Organised cricket among the Bengalis had received a significant boost at the turn of the century in 1910 with the formation of the Bengal Gymkhana. Dwijen Sen, secretary of the Sporting Union Club and chief architect of the initiative, found a willing patron in the Maharaja of Cooch Behar. The Gymkhana acquired a plot of ground on the maidan beside the Shahid Minar (then the Ochterlony Monument) and had access to the Woodlands cricket ground at Cooch Behar House in Alipore. In 1911, the Bengal Gymkhana played its first match at Woodlands against an opposition fielded by the Maharaja of Kashmir. The Gymkhana spread the gospel of cricket in far-flung areas of the province. It undertook tours to Dhaka and Mymensingh, where cricket was on the wane after the annulment of the partition of Bengal in 1911. The efforts of the Bengal Gymkhana were complemented by the formation of strong cricket sides by the Maharajas of Cooch Behar and Natore, Mymensingh and Rangpur. The Maharajas fielded their own teams, of which they were active members. The practice of hiring foreign coaches and players to improve the standard of play was also common. It is interesting to note that by hiring English professionals, the Maharajas reversed the prevalent hierarchy of employment in colonial India.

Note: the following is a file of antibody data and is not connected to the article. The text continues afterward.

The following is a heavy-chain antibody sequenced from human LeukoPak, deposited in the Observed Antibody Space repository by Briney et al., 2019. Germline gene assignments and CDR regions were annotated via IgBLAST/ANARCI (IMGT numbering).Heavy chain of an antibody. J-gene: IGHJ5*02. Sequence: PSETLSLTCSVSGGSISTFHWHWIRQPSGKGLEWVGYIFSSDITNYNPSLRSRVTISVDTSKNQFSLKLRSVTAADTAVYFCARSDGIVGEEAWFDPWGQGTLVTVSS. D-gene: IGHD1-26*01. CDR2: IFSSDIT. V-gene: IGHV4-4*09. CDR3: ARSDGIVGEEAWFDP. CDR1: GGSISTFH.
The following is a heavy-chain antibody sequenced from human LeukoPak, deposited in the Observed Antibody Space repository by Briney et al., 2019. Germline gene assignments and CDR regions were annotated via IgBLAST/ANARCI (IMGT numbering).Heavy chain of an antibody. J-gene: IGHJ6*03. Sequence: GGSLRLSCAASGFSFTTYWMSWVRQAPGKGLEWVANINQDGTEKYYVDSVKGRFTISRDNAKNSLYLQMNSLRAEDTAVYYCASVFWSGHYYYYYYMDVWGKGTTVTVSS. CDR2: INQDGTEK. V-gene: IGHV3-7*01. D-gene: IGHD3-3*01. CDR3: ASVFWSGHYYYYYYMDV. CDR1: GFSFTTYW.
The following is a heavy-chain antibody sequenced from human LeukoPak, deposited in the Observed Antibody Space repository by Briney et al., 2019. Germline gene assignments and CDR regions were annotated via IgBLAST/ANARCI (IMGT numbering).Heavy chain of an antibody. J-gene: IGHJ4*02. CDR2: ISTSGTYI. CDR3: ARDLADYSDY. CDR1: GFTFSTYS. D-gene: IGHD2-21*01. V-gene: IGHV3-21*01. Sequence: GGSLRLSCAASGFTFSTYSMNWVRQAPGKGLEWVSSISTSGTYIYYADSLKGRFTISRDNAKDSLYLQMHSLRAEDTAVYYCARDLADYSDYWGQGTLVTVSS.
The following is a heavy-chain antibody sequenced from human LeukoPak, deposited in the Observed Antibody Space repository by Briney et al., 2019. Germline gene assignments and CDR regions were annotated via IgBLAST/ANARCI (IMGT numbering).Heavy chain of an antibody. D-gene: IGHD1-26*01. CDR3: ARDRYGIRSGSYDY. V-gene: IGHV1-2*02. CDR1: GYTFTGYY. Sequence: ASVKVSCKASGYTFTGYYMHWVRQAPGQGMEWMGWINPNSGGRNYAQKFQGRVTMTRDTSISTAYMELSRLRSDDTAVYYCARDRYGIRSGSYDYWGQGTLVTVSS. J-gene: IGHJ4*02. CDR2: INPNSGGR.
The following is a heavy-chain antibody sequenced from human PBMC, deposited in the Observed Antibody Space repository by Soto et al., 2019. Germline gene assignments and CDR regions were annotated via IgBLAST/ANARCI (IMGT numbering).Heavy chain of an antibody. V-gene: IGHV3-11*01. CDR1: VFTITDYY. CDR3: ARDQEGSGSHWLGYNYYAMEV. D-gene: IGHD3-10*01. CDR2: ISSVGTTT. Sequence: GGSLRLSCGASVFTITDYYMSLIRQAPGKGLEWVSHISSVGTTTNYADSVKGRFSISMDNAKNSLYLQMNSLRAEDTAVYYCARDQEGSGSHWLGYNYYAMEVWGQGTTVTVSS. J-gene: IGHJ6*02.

By the 1920s, Bengal's cricket had acquired considerable prominence, and its teams could easily compete with the best teams of the country. In 1922-23, a team from Bengal comprising Bengali, Anglo-Indian and English cricketers toured the Central Provinces and Berar, winning several matches. Teams from Rawalpindi and Chennai came to Bengal in 1922-23. In 1926-27, the Calcutta Cricket Club was instrumental in bringing to India the MCC side led by Arthur Gilligan, a tour universally acknowledged to have transformed Indian cricket. It was a tribute to the level of cricket in Bengal that two players from Bengal, Bidhu Mukherji of the Aryans Club and Faguram groundsman of the Calcutta Cricket Club, were invited for the trials to choose the All-India team that toured England in 1911.